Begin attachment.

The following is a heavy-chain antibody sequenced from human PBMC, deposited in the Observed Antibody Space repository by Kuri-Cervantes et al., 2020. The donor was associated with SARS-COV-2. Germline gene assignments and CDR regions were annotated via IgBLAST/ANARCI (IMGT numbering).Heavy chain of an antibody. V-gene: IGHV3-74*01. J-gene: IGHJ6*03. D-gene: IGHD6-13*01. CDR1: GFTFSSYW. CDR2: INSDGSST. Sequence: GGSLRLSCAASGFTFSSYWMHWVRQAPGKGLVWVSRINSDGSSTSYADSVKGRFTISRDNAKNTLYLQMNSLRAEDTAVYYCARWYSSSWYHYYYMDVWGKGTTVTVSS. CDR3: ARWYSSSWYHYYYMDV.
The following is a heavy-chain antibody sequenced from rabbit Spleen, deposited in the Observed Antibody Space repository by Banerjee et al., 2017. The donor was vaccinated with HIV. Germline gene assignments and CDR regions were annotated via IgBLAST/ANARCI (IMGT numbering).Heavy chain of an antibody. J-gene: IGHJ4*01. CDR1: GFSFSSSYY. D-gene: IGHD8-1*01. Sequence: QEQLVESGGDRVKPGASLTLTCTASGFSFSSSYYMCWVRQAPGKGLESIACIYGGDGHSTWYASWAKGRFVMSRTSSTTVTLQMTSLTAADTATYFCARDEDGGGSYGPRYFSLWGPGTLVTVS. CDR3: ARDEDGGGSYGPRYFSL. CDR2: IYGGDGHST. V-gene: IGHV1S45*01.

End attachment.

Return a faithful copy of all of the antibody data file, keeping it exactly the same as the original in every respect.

The following is a heavy-chain antibody sequenced from human PBMC, deposited in the Observed Antibody Space repository by Kuri-Cervantes et al., 2020. The donor was associated with SARS-COV-2. Germline gene assignments and CDR regions were annotated via IgBLAST/ANARCI (IMGT numbering).Heavy chain of an antibody. V-gene: IGHV3-74*01. J-gene: IGHJ6*03. D-gene: IGHD6-13*01. CDR1: GFTFSSYW. CDR2: INSDGSST. Sequence: GGSLRLSCAASGFTFSSYWMHWVRQAPGKGLVWVSRINSDGSSTSYADSVKGRFTISRDNAKNTLYLQMNSLRAEDTAVYYCARWYSSSWYHYYYMDVWGKGTTVTVSS. CDR3: ARWYSSSWYHYYYMDV.
The following is a heavy-chain antibody sequenced from rabbit Spleen, deposited in the Observed Antibody Space repository by Banerjee et al., 2017. The donor was vaccinated with HIV. Germline gene assignments and CDR regions were annotated via IgBLAST/ANARCI (IMGT numbering).Heavy chain of an antibody. J-gene: IGHJ4*01. CDR1: GFSFSSSYY. D-gene: IGHD8-1*01. Sequence: QEQLVESGGDRVKPGASLTLTCTASGFSFSSSYYMCWVRQAPGKGLESIACIYGGDGHSTWYASWAKGRFVMSRTSSTTVTLQMTSLTAADTATYFCARDEDGGGSYGPRYFSLWGPGTLVTVS. CDR3: ARDEDGGGSYGPRYFSL. CDR2: IYGGDGHST. V-gene: IGHV1S45*01.